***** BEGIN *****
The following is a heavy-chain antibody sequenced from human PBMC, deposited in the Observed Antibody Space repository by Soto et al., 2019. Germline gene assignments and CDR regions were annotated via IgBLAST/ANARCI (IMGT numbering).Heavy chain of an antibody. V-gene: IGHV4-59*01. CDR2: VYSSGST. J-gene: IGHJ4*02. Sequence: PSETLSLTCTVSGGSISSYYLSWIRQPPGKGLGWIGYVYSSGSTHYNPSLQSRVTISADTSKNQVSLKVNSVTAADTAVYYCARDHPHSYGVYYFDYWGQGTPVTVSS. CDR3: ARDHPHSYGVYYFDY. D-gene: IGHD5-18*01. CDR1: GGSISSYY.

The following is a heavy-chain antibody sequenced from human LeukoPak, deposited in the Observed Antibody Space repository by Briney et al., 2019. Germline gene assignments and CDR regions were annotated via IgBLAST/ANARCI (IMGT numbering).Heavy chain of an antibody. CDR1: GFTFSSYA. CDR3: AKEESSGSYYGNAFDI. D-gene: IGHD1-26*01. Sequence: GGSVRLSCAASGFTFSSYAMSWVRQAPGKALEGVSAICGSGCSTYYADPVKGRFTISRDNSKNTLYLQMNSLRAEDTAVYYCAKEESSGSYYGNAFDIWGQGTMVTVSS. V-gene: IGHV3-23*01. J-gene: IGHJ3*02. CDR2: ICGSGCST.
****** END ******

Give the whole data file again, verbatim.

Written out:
The following is a heavy-chain antibody sequenced from human PBMC, deposited in the Observed Antibody Space repository by Soto et al., 2019. Germline gene assignments and CDR regions were annotated via IgBLAST/ANARCI (IMGT numbering).Heavy chain of an antibody. V-gene: IGHV4-59*01. CDR2: VYSSGST. J-gene: IGHJ4*02. Sequence: PSETLSLTCTVSGGSISSYYLSWIRQPPGKGLGWIGYVYSSGSTHYNPSLQSRVTISADTSKNQVSLKVNSVTAADTAVYYCARDHPHSYGVYYFDYWGQGTPVTVSS. CDR3: ARDHPHSYGVYYFDY. D-gene: IGHD5-18*01. CDR1: GGSISSYY.

The following is a heavy-chain antibody sequenced from human LeukoPak, deposited in the Observed Antibody Space repository by Briney et al., 2019. Germline gene assignments and CDR regions were annotated via IgBLAST/ANARCI (IMGT numbering).Heavy chain of an antibody. CDR1: GFTFSSYA. CDR3: AKEESSGSYYGNAFDI. D-gene: IGHD1-26*01. Sequence: GGSVRLSCAASGFTFSSYAMSWVRQAPGKALEGVSAICGSGCSTYYADPVKGRFTISRDNSKNTLYLQMNSLRAEDTAVYYCAKEESSGSYYGNAFDIWGQGTMVTVSS. V-gene: IGHV3-23*01. J-gene: IGHJ3*02. CDR2: ICGSGCST.